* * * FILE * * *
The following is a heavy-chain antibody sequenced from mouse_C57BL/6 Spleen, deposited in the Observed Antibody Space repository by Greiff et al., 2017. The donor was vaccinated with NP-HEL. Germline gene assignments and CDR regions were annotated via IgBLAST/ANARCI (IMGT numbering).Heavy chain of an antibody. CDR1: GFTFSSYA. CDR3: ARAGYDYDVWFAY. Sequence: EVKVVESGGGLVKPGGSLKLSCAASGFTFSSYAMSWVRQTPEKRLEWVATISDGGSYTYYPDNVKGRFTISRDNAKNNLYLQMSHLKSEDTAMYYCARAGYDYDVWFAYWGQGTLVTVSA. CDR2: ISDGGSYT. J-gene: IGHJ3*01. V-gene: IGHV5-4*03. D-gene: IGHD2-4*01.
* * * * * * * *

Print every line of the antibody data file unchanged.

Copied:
The following is a heavy-chain antibody sequenced from mouse_C57BL/6 Spleen, deposited in the Observed Antibody Space repository by Greiff et al., 2017. The donor was vaccinated with NP-HEL. Germline gene assignments and CDR regions were annotated via IgBLAST/ANARCI (IMGT numbering).Heavy chain of an antibody. CDR1: GFTFSSYA. CDR3: ARAGYDYDVWFAY. Sequence: EVKVVESGGGLVKPGGSLKLSCAASGFTFSSYAMSWVRQTPEKRLEWVATISDGGSYTYYPDNVKGRFTISRDNAKNNLYLQMSHLKSEDTAMYYCARAGYDYDVWFAYWGQGTLVTVSA. CDR2: ISDGGSYT. J-gene: IGHJ3*01. V-gene: IGHV5-4*03. D-gene: IGHD2-4*01.